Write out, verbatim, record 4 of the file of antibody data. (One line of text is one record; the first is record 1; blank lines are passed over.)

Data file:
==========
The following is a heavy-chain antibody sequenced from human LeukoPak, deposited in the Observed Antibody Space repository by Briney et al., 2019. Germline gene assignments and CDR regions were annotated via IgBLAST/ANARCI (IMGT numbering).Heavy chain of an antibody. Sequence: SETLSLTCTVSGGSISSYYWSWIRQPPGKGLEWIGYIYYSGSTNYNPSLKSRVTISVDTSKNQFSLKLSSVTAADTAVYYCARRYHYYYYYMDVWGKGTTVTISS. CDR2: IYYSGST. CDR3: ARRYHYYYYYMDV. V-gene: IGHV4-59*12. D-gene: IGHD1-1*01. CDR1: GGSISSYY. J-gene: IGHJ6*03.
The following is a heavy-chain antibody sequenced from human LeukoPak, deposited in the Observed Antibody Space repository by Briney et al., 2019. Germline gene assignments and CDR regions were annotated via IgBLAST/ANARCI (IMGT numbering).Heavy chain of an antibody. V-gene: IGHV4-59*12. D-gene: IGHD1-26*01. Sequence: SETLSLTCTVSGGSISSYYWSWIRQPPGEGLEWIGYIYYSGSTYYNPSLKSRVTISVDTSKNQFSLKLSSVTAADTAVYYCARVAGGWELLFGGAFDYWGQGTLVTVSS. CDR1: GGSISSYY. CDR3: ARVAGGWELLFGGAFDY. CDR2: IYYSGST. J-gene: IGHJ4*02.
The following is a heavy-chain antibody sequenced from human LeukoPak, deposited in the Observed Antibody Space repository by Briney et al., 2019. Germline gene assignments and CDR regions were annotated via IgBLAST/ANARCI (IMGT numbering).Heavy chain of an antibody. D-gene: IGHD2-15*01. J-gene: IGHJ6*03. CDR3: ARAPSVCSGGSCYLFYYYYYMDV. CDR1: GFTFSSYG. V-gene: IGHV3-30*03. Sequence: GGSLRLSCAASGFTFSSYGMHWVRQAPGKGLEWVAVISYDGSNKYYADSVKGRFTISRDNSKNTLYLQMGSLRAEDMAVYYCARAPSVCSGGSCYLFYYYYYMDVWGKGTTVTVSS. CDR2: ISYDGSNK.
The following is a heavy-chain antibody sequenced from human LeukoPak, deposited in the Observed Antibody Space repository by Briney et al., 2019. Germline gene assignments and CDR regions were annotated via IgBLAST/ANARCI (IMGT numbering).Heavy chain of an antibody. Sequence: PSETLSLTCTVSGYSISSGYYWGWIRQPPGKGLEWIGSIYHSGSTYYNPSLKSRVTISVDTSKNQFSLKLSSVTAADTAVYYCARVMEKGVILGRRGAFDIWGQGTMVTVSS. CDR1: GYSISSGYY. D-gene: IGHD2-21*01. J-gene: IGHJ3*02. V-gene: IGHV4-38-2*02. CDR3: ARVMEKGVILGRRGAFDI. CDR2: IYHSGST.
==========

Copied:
The following is a heavy-chain antibody sequenced from human LeukoPak, deposited in the Observed Antibody Space repository by Briney et al., 2019. Germline gene assignments and CDR regions were annotated via IgBLAST/ANARCI (IMGT numbering).Heavy chain of an antibody. Sequence: PSETLSLTCTVSGYSISSGYYWGWIRQPPGKGLEWIGSIYHSGSTYYNPSLKSRVTISVDTSKNQFSLKLSSVTAADTAVYYCARVMEKGVILGRRGAFDIWGQGTMVTVSS. CDR1: GYSISSGYY. D-gene: IGHD2-21*01. J-gene: IGHJ3*02. V-gene: IGHV4-38-2*02. CDR3: ARVMEKGVILGRRGAFDI. CDR2: IYHSGST.